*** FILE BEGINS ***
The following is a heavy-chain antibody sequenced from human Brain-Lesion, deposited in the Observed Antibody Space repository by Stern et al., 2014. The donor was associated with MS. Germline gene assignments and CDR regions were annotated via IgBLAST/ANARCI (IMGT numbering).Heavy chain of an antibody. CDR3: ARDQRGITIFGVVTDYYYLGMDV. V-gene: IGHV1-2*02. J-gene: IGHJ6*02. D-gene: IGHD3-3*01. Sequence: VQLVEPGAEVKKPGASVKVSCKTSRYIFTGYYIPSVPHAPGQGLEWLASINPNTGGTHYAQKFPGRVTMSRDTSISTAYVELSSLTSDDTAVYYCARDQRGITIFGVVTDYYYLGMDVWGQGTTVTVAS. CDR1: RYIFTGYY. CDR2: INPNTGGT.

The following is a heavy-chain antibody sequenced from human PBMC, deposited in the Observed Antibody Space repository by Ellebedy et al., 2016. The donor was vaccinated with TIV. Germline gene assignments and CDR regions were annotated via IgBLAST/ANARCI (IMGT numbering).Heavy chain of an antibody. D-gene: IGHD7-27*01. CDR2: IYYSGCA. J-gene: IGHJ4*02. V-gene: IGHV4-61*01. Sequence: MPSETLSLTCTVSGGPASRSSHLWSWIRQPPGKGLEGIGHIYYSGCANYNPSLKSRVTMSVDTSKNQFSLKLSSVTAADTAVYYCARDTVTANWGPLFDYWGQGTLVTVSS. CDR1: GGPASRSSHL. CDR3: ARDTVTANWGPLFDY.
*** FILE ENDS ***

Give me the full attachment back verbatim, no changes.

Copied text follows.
The following is a heavy-chain antibody sequenced from human Brain-Lesion, deposited in the Observed Antibody Space repository by Stern et al., 2014. The donor was associated with MS. Germline gene assignments and CDR regions were annotated via IgBLAST/ANARCI (IMGT numbering).Heavy chain of an antibody. CDR3: ARDQRGITIFGVVTDYYYLGMDV. V-gene: IGHV1-2*02. J-gene: IGHJ6*02. D-gene: IGHD3-3*01. Sequence: VQLVEPGAEVKKPGASVKVSCKTSRYIFTGYYIPSVPHAPGQGLEWLASINPNTGGTHYAQKFPGRVTMSRDTSISTAYVELSSLTSDDTAVYYCARDQRGITIFGVVTDYYYLGMDVWGQGTTVTVAS. CDR1: RYIFTGYY. CDR2: INPNTGGT.

The following is a heavy-chain antibody sequenced from human PBMC, deposited in the Observed Antibody Space repository by Ellebedy et al., 2016. The donor was vaccinated with TIV. Germline gene assignments and CDR regions were annotated via IgBLAST/ANARCI (IMGT numbering).Heavy chain of an antibody. D-gene: IGHD7-27*01. CDR2: IYYSGCA. J-gene: IGHJ4*02. V-gene: IGHV4-61*01. Sequence: MPSETLSLTCTVSGGPASRSSHLWSWIRQPPGKGLEGIGHIYYSGCANYNPSLKSRVTMSVDTSKNQFSLKLSSVTAADTAVYYCARDTVTANWGPLFDYWGQGTLVTVSS. CDR1: GGPASRSSHL. CDR3: ARDTVTANWGPLFDY.